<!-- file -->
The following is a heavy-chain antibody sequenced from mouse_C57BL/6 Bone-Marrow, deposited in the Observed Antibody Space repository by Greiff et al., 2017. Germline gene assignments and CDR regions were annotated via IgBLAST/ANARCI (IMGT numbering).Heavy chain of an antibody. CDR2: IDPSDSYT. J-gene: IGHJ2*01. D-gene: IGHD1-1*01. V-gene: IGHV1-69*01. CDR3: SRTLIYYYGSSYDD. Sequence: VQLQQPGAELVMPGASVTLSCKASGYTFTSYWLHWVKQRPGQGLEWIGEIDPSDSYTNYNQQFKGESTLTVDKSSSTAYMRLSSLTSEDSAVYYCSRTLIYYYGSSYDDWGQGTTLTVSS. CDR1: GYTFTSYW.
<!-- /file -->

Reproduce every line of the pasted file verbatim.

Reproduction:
The following is a heavy-chain antibody sequenced from mouse_C57BL/6 Bone-Marrow, deposited in the Observed Antibody Space repository by Greiff et al., 2017. Germline gene assignments and CDR regions were annotated via IgBLAST/ANARCI (IMGT numbering).Heavy chain of an antibody. CDR2: IDPSDSYT. J-gene: IGHJ2*01. D-gene: IGHD1-1*01. V-gene: IGHV1-69*01. CDR3: SRTLIYYYGSSYDD. Sequence: VQLQQPGAELVMPGASVTLSCKASGYTFTSYWLHWVKQRPGQGLEWIGEIDPSDSYTNYNQQFKGESTLTVDKSSSTAYMRLSSLTSEDSAVYYCSRTLIYYYGSSYDDWGQGTTLTVSS. CDR1: GYTFTSYW.